Cod was once an everyday fish in New England, so plentiful that it wasn’t very highly regarded. Only when overfishing caused the rich stock of wild cod off the Massachusetts coast to collapse did the fish become rare, and hence more desirable. In Russia, the story is somewhat different. Cod thrived in the waters of Russia’s far North, where fish was the main food of the Pomor population that lived along the White Sea coast. The Pomors prized the flaky white flesh of cod above all other types of fish. A local saying affirmed that, “If you haven’t eaten cod, you haven’t dined.” (“Трещочки не поести – не пообедаешь.”)
But this appreciation was an exception. Until the time of Peter the Great, most Russians were suspicious of ocean fish like cod, which inhabited the frightening, unknown depths of the sea. Except for herring, the Russians ate mainly freshwater fish from rivers and lakes. They found the eating habits of the northern people so strange that they called them, pejoratively, treskoyedy or “cod-eaters.”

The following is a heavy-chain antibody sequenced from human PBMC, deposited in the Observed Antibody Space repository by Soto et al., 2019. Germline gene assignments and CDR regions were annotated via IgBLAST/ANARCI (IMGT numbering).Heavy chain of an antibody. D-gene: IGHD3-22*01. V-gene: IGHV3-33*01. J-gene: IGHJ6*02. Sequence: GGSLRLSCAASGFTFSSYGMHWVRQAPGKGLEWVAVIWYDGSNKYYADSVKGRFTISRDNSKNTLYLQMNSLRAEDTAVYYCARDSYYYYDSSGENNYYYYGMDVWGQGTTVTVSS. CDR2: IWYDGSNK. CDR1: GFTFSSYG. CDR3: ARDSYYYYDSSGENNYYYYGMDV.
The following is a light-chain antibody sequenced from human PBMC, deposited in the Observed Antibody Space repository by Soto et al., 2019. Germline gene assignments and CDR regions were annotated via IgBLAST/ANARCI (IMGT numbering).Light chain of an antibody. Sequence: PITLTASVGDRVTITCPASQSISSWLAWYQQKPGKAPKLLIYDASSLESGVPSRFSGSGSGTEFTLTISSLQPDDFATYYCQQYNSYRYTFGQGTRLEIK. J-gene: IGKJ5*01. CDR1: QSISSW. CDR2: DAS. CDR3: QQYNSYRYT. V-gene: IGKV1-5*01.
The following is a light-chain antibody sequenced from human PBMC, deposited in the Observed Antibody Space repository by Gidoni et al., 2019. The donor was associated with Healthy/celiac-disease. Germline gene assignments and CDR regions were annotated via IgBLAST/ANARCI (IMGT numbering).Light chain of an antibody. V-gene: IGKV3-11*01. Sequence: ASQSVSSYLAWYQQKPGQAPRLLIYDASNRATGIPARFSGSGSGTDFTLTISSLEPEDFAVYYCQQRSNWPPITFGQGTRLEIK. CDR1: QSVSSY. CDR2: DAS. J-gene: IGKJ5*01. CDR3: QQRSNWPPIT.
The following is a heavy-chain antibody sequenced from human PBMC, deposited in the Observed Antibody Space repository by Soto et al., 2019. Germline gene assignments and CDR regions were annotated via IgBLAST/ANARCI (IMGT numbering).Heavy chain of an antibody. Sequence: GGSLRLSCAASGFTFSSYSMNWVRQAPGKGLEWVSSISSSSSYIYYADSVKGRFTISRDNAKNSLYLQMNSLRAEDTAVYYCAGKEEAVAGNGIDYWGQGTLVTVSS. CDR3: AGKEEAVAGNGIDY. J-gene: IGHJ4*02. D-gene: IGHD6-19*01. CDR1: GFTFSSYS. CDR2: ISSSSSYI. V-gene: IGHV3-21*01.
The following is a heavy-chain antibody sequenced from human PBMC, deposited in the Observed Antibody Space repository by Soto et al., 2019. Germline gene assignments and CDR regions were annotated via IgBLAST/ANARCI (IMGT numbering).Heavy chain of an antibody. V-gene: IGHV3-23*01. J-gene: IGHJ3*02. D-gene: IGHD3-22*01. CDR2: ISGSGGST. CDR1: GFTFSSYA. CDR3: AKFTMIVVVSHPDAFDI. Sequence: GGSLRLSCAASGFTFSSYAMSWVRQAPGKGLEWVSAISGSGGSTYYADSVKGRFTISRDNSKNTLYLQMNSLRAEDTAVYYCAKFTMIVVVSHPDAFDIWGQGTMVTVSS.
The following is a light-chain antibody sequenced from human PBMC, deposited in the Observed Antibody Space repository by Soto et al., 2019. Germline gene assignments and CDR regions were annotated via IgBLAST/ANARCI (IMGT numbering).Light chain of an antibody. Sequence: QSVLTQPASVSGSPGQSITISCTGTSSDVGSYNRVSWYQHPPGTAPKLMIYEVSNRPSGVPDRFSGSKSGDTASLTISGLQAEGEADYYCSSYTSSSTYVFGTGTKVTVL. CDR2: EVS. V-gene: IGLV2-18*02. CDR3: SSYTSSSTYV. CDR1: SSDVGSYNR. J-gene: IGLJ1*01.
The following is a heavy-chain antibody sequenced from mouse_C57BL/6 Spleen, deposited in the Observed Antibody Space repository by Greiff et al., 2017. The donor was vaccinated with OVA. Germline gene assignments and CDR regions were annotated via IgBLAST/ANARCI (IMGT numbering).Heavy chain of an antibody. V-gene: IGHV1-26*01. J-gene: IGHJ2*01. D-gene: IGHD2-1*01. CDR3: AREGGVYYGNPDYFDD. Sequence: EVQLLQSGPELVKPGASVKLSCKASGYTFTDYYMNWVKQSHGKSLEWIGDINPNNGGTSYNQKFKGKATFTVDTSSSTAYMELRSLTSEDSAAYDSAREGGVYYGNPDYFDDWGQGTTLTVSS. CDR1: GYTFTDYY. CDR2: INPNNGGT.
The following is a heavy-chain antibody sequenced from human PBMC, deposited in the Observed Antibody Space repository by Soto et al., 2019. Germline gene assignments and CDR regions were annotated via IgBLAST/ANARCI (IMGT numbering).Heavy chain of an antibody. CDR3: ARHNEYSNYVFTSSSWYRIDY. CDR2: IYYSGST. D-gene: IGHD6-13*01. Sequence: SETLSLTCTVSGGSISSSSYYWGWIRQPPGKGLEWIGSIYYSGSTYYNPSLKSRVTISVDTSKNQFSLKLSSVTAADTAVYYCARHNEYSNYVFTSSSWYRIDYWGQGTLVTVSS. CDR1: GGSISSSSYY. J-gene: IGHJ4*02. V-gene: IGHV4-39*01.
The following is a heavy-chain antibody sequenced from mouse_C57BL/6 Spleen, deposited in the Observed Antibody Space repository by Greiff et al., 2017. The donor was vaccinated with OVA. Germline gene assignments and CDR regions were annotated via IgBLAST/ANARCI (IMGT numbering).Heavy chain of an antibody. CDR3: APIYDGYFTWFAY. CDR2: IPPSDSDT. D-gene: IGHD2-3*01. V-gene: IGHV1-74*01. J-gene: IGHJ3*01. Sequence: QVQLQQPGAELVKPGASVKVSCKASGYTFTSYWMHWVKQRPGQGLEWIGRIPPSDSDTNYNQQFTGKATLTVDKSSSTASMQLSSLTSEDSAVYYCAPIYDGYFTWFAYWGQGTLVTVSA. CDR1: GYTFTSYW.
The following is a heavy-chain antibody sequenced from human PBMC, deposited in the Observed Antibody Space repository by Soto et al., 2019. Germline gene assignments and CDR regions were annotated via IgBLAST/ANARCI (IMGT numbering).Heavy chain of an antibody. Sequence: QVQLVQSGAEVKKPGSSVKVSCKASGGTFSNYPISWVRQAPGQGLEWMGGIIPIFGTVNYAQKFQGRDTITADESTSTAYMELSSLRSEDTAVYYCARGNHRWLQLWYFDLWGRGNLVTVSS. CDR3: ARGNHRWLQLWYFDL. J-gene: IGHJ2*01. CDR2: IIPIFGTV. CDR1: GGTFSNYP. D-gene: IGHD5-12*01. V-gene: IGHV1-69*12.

Attitudes began forcibly to change in 1721, when Peter the Great issued an ukaz ordering his subjects to eat ocean fish – an act designed to revive the once-important port city of Arkhangelsk, which had declined after St. Petersburg’s founding. Although the peasantry remained wary of ocean fish (and could hardly have afforded to buy it), the nobility positively reveled in the novelty of the new fish. Throughout the eighteenth century, they used sledges to transport flash-frozen fish from Arkhangelsk to Petersburg and Moscow in the wintertime, vying to be the first to show it off in their kitchens.
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Russian Life is a publication of a 30-year-young, award-winning publishing house that creates a bimonthly magazine, books, maps, and other products for Russophiles the world over.
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